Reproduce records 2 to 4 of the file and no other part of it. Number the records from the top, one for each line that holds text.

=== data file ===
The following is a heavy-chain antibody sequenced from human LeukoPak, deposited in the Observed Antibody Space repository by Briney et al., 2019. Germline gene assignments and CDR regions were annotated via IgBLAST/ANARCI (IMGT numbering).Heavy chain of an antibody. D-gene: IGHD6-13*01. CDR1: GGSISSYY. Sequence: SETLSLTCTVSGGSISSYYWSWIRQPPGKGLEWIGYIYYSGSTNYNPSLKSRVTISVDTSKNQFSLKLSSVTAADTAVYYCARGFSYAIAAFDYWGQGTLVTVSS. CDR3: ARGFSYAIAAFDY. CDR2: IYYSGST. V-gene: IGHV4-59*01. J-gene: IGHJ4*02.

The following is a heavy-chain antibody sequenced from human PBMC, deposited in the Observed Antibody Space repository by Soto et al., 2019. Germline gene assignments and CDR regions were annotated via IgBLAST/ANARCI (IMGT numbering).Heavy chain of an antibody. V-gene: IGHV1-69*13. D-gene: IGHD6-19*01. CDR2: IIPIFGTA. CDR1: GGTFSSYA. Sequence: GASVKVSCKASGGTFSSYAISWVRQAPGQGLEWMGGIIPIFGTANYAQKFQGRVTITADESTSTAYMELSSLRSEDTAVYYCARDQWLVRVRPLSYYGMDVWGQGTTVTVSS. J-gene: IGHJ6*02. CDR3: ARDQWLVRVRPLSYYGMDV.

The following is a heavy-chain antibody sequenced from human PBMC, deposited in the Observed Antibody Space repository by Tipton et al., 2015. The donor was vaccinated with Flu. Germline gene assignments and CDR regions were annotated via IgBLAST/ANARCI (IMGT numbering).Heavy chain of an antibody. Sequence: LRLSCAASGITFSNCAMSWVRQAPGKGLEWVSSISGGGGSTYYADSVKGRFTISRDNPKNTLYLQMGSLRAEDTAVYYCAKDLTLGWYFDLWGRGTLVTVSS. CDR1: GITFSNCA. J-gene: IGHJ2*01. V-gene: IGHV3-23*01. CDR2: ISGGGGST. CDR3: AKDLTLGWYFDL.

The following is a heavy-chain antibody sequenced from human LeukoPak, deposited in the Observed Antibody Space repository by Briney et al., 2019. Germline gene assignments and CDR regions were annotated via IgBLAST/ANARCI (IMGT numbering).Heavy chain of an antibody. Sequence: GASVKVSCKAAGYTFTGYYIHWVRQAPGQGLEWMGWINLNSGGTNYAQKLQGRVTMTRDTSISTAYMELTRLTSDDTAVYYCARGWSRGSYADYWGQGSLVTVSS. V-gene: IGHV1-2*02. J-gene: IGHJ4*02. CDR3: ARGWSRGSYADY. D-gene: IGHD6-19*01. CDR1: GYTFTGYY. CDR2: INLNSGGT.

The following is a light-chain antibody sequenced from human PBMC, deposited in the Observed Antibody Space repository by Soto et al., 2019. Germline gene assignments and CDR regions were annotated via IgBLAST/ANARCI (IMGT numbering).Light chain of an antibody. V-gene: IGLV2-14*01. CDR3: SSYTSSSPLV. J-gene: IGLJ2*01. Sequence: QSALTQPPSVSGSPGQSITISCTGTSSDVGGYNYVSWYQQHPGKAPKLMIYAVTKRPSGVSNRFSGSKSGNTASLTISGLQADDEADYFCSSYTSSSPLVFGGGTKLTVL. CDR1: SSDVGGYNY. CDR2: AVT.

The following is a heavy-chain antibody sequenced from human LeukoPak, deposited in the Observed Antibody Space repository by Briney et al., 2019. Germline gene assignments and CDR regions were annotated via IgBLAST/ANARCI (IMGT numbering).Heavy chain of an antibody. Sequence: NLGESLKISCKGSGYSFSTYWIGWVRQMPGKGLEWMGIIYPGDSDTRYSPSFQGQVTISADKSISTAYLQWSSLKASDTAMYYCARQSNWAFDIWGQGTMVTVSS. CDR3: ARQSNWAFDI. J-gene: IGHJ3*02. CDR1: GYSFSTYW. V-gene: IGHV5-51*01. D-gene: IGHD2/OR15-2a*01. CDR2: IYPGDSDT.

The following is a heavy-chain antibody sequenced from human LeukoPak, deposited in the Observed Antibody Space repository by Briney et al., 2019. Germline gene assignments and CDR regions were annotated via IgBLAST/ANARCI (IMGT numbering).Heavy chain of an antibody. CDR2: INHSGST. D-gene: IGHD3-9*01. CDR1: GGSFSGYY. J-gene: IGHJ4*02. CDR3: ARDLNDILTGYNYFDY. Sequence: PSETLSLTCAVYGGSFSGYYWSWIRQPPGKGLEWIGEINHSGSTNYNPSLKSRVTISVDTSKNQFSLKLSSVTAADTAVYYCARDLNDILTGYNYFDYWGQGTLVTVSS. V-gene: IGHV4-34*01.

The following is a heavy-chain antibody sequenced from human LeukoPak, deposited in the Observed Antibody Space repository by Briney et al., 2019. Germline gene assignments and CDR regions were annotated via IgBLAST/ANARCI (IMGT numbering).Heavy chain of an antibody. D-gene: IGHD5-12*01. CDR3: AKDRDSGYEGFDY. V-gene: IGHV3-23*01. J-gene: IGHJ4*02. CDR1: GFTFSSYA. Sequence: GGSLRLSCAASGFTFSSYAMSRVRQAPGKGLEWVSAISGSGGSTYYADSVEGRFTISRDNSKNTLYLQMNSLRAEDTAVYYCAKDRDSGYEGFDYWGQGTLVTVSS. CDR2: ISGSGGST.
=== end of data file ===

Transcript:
The following is a heavy-chain antibody sequenced from human PBMC, deposited in the Observed Antibody Space repository by Soto et al., 2019. Germline gene assignments and CDR regions were annotated via IgBLAST/ANARCI (IMGT numbering).Heavy chain of an antibody. V-gene: IGHV1-69*13. D-gene: IGHD6-19*01. CDR2: IIPIFGTA. CDR1: GGTFSSYA. Sequence: GASVKVSCKASGGTFSSYAISWVRQAPGQGLEWMGGIIPIFGTANYAQKFQGRVTITADESTSTAYMELSSLRSEDTAVYYCARDQWLVRVRPLSYYGMDVWGQGTTVTVSS. J-gene: IGHJ6*02. CDR3: ARDQWLVRVRPLSYYGMDV.

The following is a heavy-chain antibody sequenced from human PBMC, deposited in the Observed Antibody Space repository by Tipton et al., 2015. The donor was vaccinated with Flu. Germline gene assignments and CDR regions were annotated via IgBLAST/ANARCI (IMGT numbering).Heavy chain of an antibody. Sequence: LRLSCAASGITFSNCAMSWVRQAPGKGLEWVSSISGGGGSTYYADSVKGRFTISRDNPKNTLYLQMGSLRAEDTAVYYCAKDLTLGWYFDLWGRGTLVTVSS. CDR1: GITFSNCA. J-gene: IGHJ2*01. V-gene: IGHV3-23*01. CDR2: ISGGGGST. CDR3: AKDLTLGWYFDL.

The following is a heavy-chain antibody sequenced from human LeukoPak, deposited in the Observed Antibody Space repository by Briney et al., 2019. Germline gene assignments and CDR regions were annotated via IgBLAST/ANARCI (IMGT numbering).Heavy chain of an antibody. Sequence: GASVKVSCKAAGYTFTGYYIHWVRQAPGQGLEWMGWINLNSGGTNYAQKLQGRVTMTRDTSISTAYMELTRLTSDDTAVYYCARGWSRGSYADYWGQGSLVTVSS. V-gene: IGHV1-2*02. J-gene: IGHJ4*02. CDR3: ARGWSRGSYADY. D-gene: IGHD6-19*01. CDR1: GYTFTGYY. CDR2: INLNSGGT.